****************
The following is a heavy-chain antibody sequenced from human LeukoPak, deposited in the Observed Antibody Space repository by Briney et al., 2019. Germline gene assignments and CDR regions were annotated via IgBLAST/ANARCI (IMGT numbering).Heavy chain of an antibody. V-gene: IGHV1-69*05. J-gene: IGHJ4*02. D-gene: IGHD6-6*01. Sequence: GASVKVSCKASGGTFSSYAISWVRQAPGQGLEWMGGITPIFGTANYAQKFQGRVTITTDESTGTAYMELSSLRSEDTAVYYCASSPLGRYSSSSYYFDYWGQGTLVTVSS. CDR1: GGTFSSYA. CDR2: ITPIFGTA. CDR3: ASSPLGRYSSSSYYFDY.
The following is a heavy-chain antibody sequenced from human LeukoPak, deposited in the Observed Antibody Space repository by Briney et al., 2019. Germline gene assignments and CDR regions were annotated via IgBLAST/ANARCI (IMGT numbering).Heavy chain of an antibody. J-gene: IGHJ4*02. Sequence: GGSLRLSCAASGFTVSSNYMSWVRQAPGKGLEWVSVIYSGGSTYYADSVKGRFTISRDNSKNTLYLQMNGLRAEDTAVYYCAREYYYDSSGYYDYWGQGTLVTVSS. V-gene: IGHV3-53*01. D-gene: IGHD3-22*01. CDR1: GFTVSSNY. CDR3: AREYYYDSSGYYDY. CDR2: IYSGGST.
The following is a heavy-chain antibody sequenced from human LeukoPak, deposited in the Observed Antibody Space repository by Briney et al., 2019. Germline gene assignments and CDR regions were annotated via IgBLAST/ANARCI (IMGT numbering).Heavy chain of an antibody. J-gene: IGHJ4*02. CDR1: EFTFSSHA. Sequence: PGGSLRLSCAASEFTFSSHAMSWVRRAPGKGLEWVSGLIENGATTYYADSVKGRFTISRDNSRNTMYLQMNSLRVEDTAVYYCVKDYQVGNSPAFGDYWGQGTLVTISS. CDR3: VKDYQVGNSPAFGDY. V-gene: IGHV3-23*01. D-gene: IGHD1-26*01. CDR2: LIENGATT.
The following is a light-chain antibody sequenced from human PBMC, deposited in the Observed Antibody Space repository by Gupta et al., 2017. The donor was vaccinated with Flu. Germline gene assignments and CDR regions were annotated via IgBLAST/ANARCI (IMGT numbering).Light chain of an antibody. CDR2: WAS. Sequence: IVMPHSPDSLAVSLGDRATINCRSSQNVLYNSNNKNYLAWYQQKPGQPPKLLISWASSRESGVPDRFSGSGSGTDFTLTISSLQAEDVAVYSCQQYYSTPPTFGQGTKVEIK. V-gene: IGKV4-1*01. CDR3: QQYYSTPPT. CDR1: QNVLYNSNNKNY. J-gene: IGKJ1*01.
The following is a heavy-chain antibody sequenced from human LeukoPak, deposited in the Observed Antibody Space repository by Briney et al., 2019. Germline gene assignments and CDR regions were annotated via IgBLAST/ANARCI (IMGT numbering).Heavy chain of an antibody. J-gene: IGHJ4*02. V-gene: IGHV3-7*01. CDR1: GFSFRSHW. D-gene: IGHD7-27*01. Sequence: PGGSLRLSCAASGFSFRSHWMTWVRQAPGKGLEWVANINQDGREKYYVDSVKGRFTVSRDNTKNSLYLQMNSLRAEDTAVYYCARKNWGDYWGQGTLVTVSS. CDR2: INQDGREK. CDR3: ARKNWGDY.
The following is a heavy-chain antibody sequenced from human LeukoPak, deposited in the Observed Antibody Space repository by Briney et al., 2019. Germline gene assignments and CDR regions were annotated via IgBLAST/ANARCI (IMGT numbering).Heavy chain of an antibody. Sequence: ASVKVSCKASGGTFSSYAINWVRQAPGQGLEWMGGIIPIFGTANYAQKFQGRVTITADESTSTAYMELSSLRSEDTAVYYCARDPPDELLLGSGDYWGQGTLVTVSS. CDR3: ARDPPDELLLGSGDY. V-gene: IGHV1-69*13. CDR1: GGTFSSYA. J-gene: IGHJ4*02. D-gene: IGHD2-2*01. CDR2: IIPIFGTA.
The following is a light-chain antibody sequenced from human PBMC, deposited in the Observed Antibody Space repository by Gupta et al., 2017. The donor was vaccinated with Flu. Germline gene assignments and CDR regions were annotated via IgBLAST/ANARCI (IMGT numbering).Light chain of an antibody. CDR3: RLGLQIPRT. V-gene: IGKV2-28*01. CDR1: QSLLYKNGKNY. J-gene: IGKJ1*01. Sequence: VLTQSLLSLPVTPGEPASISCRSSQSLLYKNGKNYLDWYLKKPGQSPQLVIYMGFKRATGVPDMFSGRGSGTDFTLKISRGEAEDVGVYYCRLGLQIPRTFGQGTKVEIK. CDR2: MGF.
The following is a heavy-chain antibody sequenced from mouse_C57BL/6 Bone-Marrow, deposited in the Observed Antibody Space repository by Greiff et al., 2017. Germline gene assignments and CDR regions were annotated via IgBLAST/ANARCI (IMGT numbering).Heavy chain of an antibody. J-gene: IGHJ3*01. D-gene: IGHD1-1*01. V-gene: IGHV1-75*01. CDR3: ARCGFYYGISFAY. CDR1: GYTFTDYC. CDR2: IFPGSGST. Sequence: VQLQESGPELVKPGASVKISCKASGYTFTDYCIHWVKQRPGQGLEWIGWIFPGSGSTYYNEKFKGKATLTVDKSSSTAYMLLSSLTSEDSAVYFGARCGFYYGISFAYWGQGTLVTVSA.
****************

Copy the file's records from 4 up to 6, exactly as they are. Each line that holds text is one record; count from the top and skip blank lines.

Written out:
The following is a light-chain antibody sequenced from human PBMC, deposited in the Observed Antibody Space repository by Gupta et al., 2017. The donor was vaccinated with Flu. Germline gene assignments and CDR regions were annotated via IgBLAST/ANARCI (IMGT numbering).Light chain of an antibody. CDR2: WAS. Sequence: IVMPHSPDSLAVSLGDRATINCRSSQNVLYNSNNKNYLAWYQQKPGQPPKLLISWASSRESGVPDRFSGSGSGTDFTLTISSLQAEDVAVYSCQQYYSTPPTFGQGTKVEIK. V-gene: IGKV4-1*01. CDR3: QQYYSTPPT. CDR1: QNVLYNSNNKNY. J-gene: IGKJ1*01.
The following is a heavy-chain antibody sequenced from human LeukoPak, deposited in the Observed Antibody Space repository by Briney et al., 2019. Germline gene assignments and CDR regions were annotated via IgBLAST/ANARCI (IMGT numbering).Heavy chain of an antibody. J-gene: IGHJ4*02. V-gene: IGHV3-7*01. CDR1: GFSFRSHW. D-gene: IGHD7-27*01. Sequence: PGGSLRLSCAASGFSFRSHWMTWVRQAPGKGLEWVANINQDGREKYYVDSVKGRFTVSRDNTKNSLYLQMNSLRAEDTAVYYCARKNWGDYWGQGTLVTVSS. CDR2: INQDGREK. CDR3: ARKNWGDY.
The following is a heavy-chain antibody sequenced from human LeukoPak, deposited in the Observed Antibody Space repository by Briney et al., 2019. Germline gene assignments and CDR regions were annotated via IgBLAST/ANARCI (IMGT numbering).Heavy chain of an antibody. Sequence: ASVKVSCKASGGTFSSYAINWVRQAPGQGLEWMGGIIPIFGTANYAQKFQGRVTITADESTSTAYMELSSLRSEDTAVYYCARDPPDELLLGSGDYWGQGTLVTVSS. CDR3: ARDPPDELLLGSGDY. V-gene: IGHV1-69*13. CDR1: GGTFSSYA. J-gene: IGHJ4*02. D-gene: IGHD2-2*01. CDR2: IIPIFGTA.